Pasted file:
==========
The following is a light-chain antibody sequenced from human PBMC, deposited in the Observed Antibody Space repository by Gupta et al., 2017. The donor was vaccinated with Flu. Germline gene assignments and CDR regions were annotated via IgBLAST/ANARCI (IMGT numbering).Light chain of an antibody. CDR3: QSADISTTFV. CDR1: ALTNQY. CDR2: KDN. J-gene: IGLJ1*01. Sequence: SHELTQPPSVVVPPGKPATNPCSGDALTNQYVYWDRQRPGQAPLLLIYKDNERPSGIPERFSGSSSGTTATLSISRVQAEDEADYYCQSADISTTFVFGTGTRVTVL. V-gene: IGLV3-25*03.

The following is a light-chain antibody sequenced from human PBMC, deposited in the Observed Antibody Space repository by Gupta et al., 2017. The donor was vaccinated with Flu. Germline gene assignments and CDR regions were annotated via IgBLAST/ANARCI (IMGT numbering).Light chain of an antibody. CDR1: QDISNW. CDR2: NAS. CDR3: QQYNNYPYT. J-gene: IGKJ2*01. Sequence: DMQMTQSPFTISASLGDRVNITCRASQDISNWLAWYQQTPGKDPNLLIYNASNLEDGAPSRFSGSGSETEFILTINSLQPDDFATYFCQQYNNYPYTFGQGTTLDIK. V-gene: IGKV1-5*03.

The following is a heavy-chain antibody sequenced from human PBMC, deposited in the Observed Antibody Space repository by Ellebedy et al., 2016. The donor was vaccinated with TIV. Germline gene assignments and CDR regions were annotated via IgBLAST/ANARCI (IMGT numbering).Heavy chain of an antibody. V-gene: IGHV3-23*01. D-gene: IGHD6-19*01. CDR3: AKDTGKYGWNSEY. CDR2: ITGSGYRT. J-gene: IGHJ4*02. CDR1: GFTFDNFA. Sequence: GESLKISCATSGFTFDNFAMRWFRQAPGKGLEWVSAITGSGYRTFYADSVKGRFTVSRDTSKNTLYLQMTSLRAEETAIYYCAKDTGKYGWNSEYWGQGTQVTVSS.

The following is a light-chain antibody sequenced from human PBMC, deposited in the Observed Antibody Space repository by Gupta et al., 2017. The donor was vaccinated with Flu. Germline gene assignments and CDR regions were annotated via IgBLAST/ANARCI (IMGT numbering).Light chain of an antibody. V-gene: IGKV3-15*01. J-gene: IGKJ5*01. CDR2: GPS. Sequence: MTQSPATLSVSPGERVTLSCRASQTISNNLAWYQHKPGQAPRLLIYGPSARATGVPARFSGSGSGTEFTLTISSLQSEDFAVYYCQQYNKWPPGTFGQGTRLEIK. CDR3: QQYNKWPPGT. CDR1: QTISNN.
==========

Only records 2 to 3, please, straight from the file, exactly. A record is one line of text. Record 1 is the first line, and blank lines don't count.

The following is a light-chain antibody sequenced from human PBMC, deposited in the Observed Antibody Space repository by Gupta et al., 2017. The donor was vaccinated with Flu. Germline gene assignments and CDR regions were annotated via IgBLAST/ANARCI (IMGT numbering).Light chain of an antibody. CDR1: QDISNW. CDR2: NAS. CDR3: QQYNNYPYT. J-gene: IGKJ2*01. Sequence: DMQMTQSPFTISASLGDRVNITCRASQDISNWLAWYQQTPGKDPNLLIYNASNLEDGAPSRFSGSGSETEFILTINSLQPDDFATYFCQQYNNYPYTFGQGTTLDIK. V-gene: IGKV1-5*03.

The following is a heavy-chain antibody sequenced from human PBMC, deposited in the Observed Antibody Space repository by Ellebedy et al., 2016. The donor was vaccinated with TIV. Germline gene assignments and CDR regions were annotated via IgBLAST/ANARCI (IMGT numbering).Heavy chain of an antibody. V-gene: IGHV3-23*01. D-gene: IGHD6-19*01. CDR3: AKDTGKYGWNSEY. CDR2: ITGSGYRT. J-gene: IGHJ4*02. CDR1: GFTFDNFA. Sequence: GESLKISCATSGFTFDNFAMRWFRQAPGKGLEWVSAITGSGYRTFYADSVKGRFTVSRDTSKNTLYLQMTSLRAEETAIYYCAKDTGKYGWNSEYWGQGTQVTVSS.